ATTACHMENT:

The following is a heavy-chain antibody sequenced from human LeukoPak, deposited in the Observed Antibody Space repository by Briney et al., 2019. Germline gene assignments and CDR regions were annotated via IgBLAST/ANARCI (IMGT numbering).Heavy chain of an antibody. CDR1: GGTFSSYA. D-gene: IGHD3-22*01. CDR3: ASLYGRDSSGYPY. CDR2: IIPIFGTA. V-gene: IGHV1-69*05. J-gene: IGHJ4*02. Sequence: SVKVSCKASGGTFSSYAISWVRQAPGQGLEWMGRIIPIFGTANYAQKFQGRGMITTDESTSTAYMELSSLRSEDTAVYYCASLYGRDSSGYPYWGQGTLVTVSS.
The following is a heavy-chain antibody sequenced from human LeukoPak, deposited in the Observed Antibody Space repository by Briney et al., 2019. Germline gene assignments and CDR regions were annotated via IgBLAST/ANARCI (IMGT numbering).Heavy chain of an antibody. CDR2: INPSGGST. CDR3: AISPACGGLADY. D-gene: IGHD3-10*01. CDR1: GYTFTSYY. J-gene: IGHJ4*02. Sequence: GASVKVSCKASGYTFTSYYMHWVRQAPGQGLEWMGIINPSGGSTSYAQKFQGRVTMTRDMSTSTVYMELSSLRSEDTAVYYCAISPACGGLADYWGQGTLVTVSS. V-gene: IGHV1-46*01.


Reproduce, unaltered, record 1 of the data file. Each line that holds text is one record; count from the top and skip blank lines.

The following is a heavy-chain antibody sequenced from human LeukoPak, deposited in the Observed Antibody Space repository by Briney et al., 2019. Germline gene assignments and CDR regions were annotated via IgBLAST/ANARCI (IMGT numbering).Heavy chain of an antibody. CDR1: GGTFSSYA. D-gene: IGHD3-22*01. CDR3: ASLYGRDSSGYPY. CDR2: IIPIFGTA. V-gene: IGHV1-69*05. J-gene: IGHJ4*02. Sequence: SVKVSCKASGGTFSSYAISWVRQAPGQGLEWMGRIIPIFGTANYAQKFQGRGMITTDESTSTAYMELSSLRSEDTAVYYCASLYGRDSSGYPYWGQGTLVTVSS.